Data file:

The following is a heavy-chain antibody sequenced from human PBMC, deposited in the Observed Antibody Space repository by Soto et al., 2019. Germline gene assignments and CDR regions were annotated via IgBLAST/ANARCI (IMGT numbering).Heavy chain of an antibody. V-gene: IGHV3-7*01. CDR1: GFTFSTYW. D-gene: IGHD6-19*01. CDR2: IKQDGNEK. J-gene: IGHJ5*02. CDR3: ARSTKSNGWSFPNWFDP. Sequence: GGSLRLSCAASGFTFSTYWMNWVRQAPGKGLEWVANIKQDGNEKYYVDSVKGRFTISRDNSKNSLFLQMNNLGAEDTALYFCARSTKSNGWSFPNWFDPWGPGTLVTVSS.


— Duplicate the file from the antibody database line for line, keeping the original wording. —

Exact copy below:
The following is a heavy-chain antibody sequenced from human PBMC, deposited in the Observed Antibody Space repository by Soto et al., 2019. Germline gene assignments and CDR regions were annotated via IgBLAST/ANARCI (IMGT numbering).Heavy chain of an antibody. V-gene: IGHV3-7*01. CDR1: GFTFSTYW. D-gene: IGHD6-19*01. CDR2: IKQDGNEK. J-gene: IGHJ5*02. CDR3: ARSTKSNGWSFPNWFDP. Sequence: GGSLRLSCAASGFTFSTYWMNWVRQAPGKGLEWVANIKQDGNEKYYVDSVKGRFTISRDNSKNSLFLQMNNLGAEDTALYFCARSTKSNGWSFPNWFDPWGPGTLVTVSS.